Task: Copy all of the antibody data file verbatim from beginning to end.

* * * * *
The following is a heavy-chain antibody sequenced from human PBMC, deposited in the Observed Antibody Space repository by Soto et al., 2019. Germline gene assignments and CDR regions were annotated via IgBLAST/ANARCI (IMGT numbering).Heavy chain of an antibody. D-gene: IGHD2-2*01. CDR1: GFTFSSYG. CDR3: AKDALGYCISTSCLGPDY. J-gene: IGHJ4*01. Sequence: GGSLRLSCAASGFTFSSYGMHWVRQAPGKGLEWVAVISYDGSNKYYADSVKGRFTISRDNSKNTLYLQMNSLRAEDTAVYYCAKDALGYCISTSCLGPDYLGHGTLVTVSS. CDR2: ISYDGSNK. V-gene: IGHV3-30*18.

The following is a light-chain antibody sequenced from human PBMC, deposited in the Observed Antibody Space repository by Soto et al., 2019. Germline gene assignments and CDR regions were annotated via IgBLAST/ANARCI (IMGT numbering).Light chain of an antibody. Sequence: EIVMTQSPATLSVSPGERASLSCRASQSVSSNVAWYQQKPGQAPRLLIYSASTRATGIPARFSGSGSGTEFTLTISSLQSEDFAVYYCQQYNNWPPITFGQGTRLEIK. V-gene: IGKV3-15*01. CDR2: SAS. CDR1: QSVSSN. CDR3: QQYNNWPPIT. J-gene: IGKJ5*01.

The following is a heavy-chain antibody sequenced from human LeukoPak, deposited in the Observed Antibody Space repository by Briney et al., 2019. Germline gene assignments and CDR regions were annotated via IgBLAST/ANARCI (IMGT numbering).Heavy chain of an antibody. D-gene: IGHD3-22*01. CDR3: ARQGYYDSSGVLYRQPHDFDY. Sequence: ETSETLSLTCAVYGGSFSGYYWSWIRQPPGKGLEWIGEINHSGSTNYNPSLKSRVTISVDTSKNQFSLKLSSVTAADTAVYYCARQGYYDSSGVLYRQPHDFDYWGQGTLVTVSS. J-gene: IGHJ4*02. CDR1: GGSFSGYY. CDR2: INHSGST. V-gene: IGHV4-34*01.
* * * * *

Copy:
The following is a heavy-chain antibody sequenced from human PBMC, deposited in the Observed Antibody Space repository by Soto et al., 2019. Germline gene assignments and CDR regions were annotated via IgBLAST/ANARCI (IMGT numbering).Heavy chain of an antibody. D-gene: IGHD2-2*01. CDR1: GFTFSSYG. CDR3: AKDALGYCISTSCLGPDY. J-gene: IGHJ4*01. Sequence: GGSLRLSCAASGFTFSSYGMHWVRQAPGKGLEWVAVISYDGSNKYYADSVKGRFTISRDNSKNTLYLQMNSLRAEDTAVYYCAKDALGYCISTSCLGPDYLGHGTLVTVSS. CDR2: ISYDGSNK. V-gene: IGHV3-30*18.

The following is a light-chain antibody sequenced from human PBMC, deposited in the Observed Antibody Space repository by Soto et al., 2019. Germline gene assignments and CDR regions were annotated via IgBLAST/ANARCI (IMGT numbering).Light chain of an antibody. Sequence: EIVMTQSPATLSVSPGERASLSCRASQSVSSNVAWYQQKPGQAPRLLIYSASTRATGIPARFSGSGSGTEFTLTISSLQSEDFAVYYCQQYNNWPPITFGQGTRLEIK. V-gene: IGKV3-15*01. CDR2: SAS. CDR1: QSVSSN. CDR3: QQYNNWPPIT. J-gene: IGKJ5*01.

The following is a heavy-chain antibody sequenced from human LeukoPak, deposited in the Observed Antibody Space repository by Briney et al., 2019. Germline gene assignments and CDR regions were annotated via IgBLAST/ANARCI (IMGT numbering).Heavy chain of an antibody. D-gene: IGHD3-22*01. CDR3: ARQGYYDSSGVLYRQPHDFDY. Sequence: ETSETLSLTCAVYGGSFSGYYWSWIRQPPGKGLEWIGEINHSGSTNYNPSLKSRVTISVDTSKNQFSLKLSSVTAADTAVYYCARQGYYDSSGVLYRQPHDFDYWGQGTLVTVSS. J-gene: IGHJ4*02. CDR1: GGSFSGYY. CDR2: INHSGST. V-gene: IGHV4-34*01.